On Saturday morning, Donald Trump sent out a tweet reading “Crooked Hillary — Makes History!” with his diminutive for presumptive Democratic nominee Hillary Clinton paired with a graphic describing her as the “most corrupt candidate ever.” But the placement of those words, on a six-pointed star—more commonly known as a Jewish Star of David—laid over a stock image of US currency—created instant unease and yet another instance of Trump associating himself with hateful language.
Although Trump’s campaign eventually deleted the original tweet and replaced it with one featuring the same message, albeit with a poorly drawn circle masking the Star of David, the episode is another reminder that Trump’s presidential run has had a great deal of proximity to anti-Semitic and other racist messaging. In February, he waffled about disavowing the support of former Ku Klux Klan leader David Duke. Jewish reporters who have written unflattering stories about Trump or his campaign have been sledged with abusive and threatening messages—often invoking the Holocaust—on social media. And since Saturday, Trump, his campaigns, and his surrogates, like fired campaign manager Corey Lewandowski, have claimed the star was actually a sheriff’s badge, even though the “most corrupt candidate ever” image was quickly traced to an anti-Semitic message board.
Trump’s mealymouthed explanation prompted Jonathan Greenblatt, the chief executive of the Anti-Defamation League, to issue a statement Monday night condemning the tweet: “This isn’t a liberal or conservative issue. It’s just common sense Donald Trump should stop playing the blame game and accept that his campaign tweeted an image with obvious anti-Semitic overtones and that, reportedly, was lifted from a white supremacist website.”
This isn’t the first time the ADL has condemned Trump. The organization had already knocked him for his recent slogan “America First,” his supporters’ attacks on Jewish journalists, his support from Duke and other white supremacists, and his xenophobic statements about Muslims and Hispanics. In a brief email interview with Washingtonian, Greenblatt explained why this most recent incident is particularly odious, and what he thinks Trump needs to do.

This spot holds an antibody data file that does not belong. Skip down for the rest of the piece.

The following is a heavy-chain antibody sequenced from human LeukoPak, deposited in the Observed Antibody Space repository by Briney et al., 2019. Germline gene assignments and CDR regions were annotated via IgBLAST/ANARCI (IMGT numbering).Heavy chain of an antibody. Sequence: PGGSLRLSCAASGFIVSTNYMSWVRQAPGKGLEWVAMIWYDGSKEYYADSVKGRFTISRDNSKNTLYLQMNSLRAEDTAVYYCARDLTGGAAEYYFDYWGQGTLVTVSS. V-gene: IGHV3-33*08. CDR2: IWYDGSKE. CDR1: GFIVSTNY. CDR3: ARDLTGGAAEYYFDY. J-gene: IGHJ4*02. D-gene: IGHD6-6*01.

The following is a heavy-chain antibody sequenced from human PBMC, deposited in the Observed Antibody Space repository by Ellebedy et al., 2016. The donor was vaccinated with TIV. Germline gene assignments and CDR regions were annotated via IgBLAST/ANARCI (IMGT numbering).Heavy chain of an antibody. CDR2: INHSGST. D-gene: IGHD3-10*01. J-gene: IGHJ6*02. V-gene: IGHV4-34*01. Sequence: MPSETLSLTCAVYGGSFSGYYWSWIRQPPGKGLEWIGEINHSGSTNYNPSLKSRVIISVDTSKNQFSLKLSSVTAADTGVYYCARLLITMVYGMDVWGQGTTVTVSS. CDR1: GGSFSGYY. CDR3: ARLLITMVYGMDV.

Can you briefly explain why Trump’s tweet featuring a Star of David alongside a photograph of cash and allegations of corruption is so alarming?
The meme is a familiar one used by white supremacists and bigots to suggest that Jews are a corrupting influence in society. The theme of Jews, their alleged greed, and their use of money to sway influence is a classic anti-Semitic stereotype, and the six-pointed Star of David is often used by white supremacists as an anti-Semitic dog whistle.
What’s more infuriating, that Trump tweeted it in the first place or that he and his surrogates keep trying to explain it away as a “sheriff’s star”?
Fortunately, Trump pulled the tweet down fairly quickly, which is encouraging because he recognized its potential offensiveness right away. Still, he should stop playing the blame game and accept that his campaign tweeted an image with obvious anti-Semitic overtones and that, reportedly, was lifted from a white supremacist website.
Since the presidential race started, the ADL has put out statements about Trump’s proposed ban on Muslim travel, asked him to drop this new “America First” slogan, and offered assistance to Jewish journalists who find themselves at the end of horrific online abuse by Trump’s most virulent supporters after reporting on him. This is a bit Haggadah-ish, but how is this election different from others you or the ADL have observed?
Just to be clear, the task force we formed was to address not just online abuse from Mr. Trump’s supporters. We have also seen similar harassment aimed at journalists from Bernie’s “Bernie Bro” supporters and Hillary Clinton’s most active supporters. This election is unlike any in recent memory, and one would have to go back to the pro-segregationist candidacy of George Wallace in 1968 to find a similar parallel.
Your annual audit reported that anti-Semitic incidents across the US “dramatically” increased in 2015, especially on college campuses and on the internet. Can any of this be connected to the current political environment?
We don’t believe so. The audit only counted anti-Semitic incidents happening in 2015 and most of the incidents we catalogued were not politically motivated. We have no data, empirical or anecdotal, to suggest that anti-Semitic incidents have increased during this campaign season.
Is Donald Trump an anti-Semite? Or is he just incapable of seeing insulting, potentially dangerous language and imagery for what it is?
Absolutely not. In fact, he’s been a very strong supporter of the State of Israel and of Jewish charitable causes generally. And he has Jewish family members as well. But there’s a group of hate-filled extremists orbiting around his campaign, and he needs to take a stand against anti-Semitism to ensure that their ideas remain far outside of the mainstream.